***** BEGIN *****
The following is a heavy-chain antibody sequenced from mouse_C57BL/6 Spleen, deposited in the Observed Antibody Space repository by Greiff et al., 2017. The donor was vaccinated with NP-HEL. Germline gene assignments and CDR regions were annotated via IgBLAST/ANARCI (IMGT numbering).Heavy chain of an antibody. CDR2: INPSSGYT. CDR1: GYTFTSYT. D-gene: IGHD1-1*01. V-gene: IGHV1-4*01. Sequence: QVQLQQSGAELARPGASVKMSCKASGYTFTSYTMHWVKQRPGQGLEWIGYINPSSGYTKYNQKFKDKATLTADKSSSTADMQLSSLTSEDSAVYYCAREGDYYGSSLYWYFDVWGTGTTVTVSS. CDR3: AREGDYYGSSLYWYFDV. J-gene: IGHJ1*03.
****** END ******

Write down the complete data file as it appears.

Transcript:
The following is a heavy-chain antibody sequenced from mouse_C57BL/6 Spleen, deposited in the Observed Antibody Space repository by Greiff et al., 2017. The donor was vaccinated with NP-HEL. Germline gene assignments and CDR regions were annotated via IgBLAST/ANARCI (IMGT numbering).Heavy chain of an antibody. CDR2: INPSSGYT. CDR1: GYTFTSYT. D-gene: IGHD1-1*01. V-gene: IGHV1-4*01. Sequence: QVQLQQSGAELARPGASVKMSCKASGYTFTSYTMHWVKQRPGQGLEWIGYINPSSGYTKYNQKFKDKATLTADKSSSTADMQLSSLTSEDSAVYYCAREGDYYGSSLYWYFDVWGTGTTVTVSS. CDR3: AREGDYYGSSLYWYFDV. J-gene: IGHJ1*03.